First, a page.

Going to Ottawa

About $93,000 of Beaver Creek's $183,000 capital expenditure fund invested with Canaccord is stuck in frozen ABCP. Steve Furino, Beaver Creek's Treasurer, has been asked to speak at the House of Commons finance committee's special hearing on ABCP tomorrow. Learn more in today's Globe and Mail or click the read more link.

Dealers work on ABCP relief as clock ticks on


April 9, 2008

With just over two weeks left before the April 25 vote on the plan to fix Canada's frozen, $32-billion commercial paper market, negotiations are down to the wire on deals that are expected to yield more money for small investors.

Vancouver-based brokerage Canaccord Capital Inc. was busy late yesterday trying to finalize a relief plan for about 1,400 of its customers who collectively hold $269-million of third-party asset-backed commercial paper that they haven't been able to unload since the market iced over in August.

And Credential Securities Inc., an investment dealer for the Canadian credit union system, is feverishly working on a relief plan for about 335 investors who are stuck with $48-million of ABCP. It said in a statement that it is "diligently working with various industry parties on a solution that will bring relief to our clients who are invested in the impacted asset-backed commercial paper market."

Toronto lawyer Purdy Crawford, who has been spearheading the sector's restructuring, met with Credential officials when he was in Vancouver last week. A team of officials from the dealer is understood to have been exploring a range of possibilities, including talking to potential buyers of its customers' frozen paper.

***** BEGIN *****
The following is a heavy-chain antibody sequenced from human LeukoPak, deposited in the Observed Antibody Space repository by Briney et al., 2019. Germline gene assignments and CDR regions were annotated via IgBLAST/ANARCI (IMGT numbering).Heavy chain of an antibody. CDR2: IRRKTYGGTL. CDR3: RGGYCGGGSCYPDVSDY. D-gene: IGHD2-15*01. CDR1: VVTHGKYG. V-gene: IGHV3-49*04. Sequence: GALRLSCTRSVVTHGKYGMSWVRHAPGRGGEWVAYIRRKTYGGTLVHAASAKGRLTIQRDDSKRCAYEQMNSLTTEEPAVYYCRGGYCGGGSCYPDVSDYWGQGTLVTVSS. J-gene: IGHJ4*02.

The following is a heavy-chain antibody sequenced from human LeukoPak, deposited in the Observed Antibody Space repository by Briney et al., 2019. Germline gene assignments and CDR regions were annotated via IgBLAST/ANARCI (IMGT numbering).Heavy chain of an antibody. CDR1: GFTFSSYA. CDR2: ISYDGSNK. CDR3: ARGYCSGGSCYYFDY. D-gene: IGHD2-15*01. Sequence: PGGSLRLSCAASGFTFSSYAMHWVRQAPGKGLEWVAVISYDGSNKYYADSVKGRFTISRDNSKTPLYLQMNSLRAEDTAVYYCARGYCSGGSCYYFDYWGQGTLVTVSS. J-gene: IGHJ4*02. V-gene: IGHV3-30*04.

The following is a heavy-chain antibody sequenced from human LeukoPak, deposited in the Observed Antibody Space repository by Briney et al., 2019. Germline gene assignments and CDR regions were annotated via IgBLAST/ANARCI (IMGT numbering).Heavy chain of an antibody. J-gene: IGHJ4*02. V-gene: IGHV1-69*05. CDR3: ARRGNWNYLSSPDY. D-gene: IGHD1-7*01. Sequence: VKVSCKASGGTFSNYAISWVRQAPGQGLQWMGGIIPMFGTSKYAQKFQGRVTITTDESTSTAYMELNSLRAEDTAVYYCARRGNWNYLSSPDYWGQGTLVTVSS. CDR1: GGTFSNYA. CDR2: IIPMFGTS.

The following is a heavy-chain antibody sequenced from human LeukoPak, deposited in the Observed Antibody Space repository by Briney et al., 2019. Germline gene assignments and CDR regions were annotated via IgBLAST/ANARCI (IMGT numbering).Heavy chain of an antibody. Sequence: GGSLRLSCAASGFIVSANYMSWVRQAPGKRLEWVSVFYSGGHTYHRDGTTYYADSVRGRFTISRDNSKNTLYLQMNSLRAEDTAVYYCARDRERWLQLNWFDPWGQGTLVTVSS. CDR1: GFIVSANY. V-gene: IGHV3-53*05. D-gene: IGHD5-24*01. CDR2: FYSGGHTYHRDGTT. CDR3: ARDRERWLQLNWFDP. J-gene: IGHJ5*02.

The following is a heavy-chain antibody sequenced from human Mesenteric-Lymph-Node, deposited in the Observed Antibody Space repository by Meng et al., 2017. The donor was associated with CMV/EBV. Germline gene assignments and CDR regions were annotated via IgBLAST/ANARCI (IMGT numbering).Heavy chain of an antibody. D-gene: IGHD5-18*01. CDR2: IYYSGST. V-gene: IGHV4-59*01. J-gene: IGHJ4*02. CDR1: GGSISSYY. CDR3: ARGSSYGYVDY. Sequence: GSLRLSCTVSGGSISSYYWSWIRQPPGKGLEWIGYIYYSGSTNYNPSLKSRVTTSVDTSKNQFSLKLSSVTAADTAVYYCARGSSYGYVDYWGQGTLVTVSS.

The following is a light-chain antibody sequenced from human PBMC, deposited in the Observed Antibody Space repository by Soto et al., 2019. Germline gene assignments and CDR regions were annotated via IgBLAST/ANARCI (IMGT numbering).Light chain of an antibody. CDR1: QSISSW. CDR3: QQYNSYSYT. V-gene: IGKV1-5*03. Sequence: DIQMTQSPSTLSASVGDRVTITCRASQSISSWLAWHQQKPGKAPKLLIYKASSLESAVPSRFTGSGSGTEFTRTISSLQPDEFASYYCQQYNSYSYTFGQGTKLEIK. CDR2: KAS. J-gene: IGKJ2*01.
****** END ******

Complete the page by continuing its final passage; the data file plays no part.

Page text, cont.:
"While these discussions are not yet finalized, we are encouraged by the signs of progress," Credential said, adding that this continues to be its top priority. It has investment advisers in more than 135 credit unions in British Columbia, Alberta, Saskatchewan, Manitoba and Ontario.

Credential senior vice-president Elaine McHarg said yesterday that the goal is to find a plan that would deliver customers 100 cents on the dollar, although no assurances can be made. "That's what we're working towards," she said.

"We have a whole range of possibilities that we're looking at," Ms. McHarg added.

One of Credential's frustrated clients is Murray Candlish, a farmer in Daysland, Alta., who along with his wife, Cindy, has about $350,000 of retirement savings tied up in third-party ABCP.

Mr. Candlish is one of a handful of investors who have been asked by the House of Commons finance committee to speak tomorrow at a special hearing on ABCP. The committee will focus on individual investors in the sector.

Mr. Crawford was asked to attend but declined the invitation yesterday.

There are more than 1,800 individuals with money tied up in ABCP, and while they collectively hold only about 1 per cent of the frozen paper, they are key to the $32-billion market's future. The plan to fix the market is scheduled for a vote on April 25, and each investor gets one vote regardless of the quantity of frozen paper they hold.

A group of fewer than 20 major investors, including companies, pension plans and Crown corporations, collectively hold more than $21-billion.

Rob Merrifield, the Conservative chairman of the Commons finance committee, said in an interview yesterday that he would have preferred not to hold a hearing this week, but he was outvoted.

"I'm nervous about the committee getting involved in a private sector issue like this," he said, adding that he would have much preferred staying out of the issue until after the April 25 vote.

Another of the investors who will speak in Ottawa is Steve Furino, treasurer for the Beaver Creek Housing Co-operative in Waterloo, Ont., a mixed-income, 50-unit townhouse co-op. About $93,000 of its $183,000 capital expenditure fund invested with Canaccord is stuck in frozen ABCP.

Meanwhile, National Bank of Canada said yesterday that - assuming the restructuring plan for the third-party ABCP sector is approved - it will offer commercial and corporate clients better credit facilities until the new notes that they'll receive mature, which could be up to nine years. Clients who are able to hold the new notes to maturity are expected to recoup much of the paper's value.